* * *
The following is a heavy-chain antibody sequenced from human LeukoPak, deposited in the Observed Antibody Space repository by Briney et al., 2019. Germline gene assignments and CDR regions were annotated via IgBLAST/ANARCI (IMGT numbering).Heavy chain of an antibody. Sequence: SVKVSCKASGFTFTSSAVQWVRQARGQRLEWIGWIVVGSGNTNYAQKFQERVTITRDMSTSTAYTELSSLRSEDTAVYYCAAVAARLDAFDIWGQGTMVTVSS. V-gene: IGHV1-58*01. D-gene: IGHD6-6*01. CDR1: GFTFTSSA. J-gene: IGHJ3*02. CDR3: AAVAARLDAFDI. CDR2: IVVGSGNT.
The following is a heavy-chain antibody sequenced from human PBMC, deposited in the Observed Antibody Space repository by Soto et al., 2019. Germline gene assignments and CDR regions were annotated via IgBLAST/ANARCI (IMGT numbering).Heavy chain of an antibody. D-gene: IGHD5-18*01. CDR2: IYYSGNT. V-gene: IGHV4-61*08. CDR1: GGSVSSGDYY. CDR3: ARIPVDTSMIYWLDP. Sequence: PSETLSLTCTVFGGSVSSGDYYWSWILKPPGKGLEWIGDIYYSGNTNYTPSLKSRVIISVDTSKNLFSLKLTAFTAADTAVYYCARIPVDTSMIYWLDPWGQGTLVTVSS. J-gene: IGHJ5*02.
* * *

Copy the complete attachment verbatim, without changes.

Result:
The following is a heavy-chain antibody sequenced from human LeukoPak, deposited in the Observed Antibody Space repository by Briney et al., 2019. Germline gene assignments and CDR regions were annotated via IgBLAST/ANARCI (IMGT numbering).Heavy chain of an antibody. Sequence: SVKVSCKASGFTFTSSAVQWVRQARGQRLEWIGWIVVGSGNTNYAQKFQERVTITRDMSTSTAYTELSSLRSEDTAVYYCAAVAARLDAFDIWGQGTMVTVSS. V-gene: IGHV1-58*01. D-gene: IGHD6-6*01. CDR1: GFTFTSSA. J-gene: IGHJ3*02. CDR3: AAVAARLDAFDI. CDR2: IVVGSGNT.
The following is a heavy-chain antibody sequenced from human PBMC, deposited in the Observed Antibody Space repository by Soto et al., 2019. Germline gene assignments and CDR regions were annotated via IgBLAST/ANARCI (IMGT numbering).Heavy chain of an antibody. D-gene: IGHD5-18*01. CDR2: IYYSGNT. V-gene: IGHV4-61*08. CDR1: GGSVSSGDYY. CDR3: ARIPVDTSMIYWLDP. Sequence: PSETLSLTCTVFGGSVSSGDYYWSWILKPPGKGLEWIGDIYYSGNTNYTPSLKSRVIISVDTSKNLFSLKLTAFTAADTAVYYCARIPVDTSMIYWLDPWGQGTLVTVSS. J-gene: IGHJ5*02.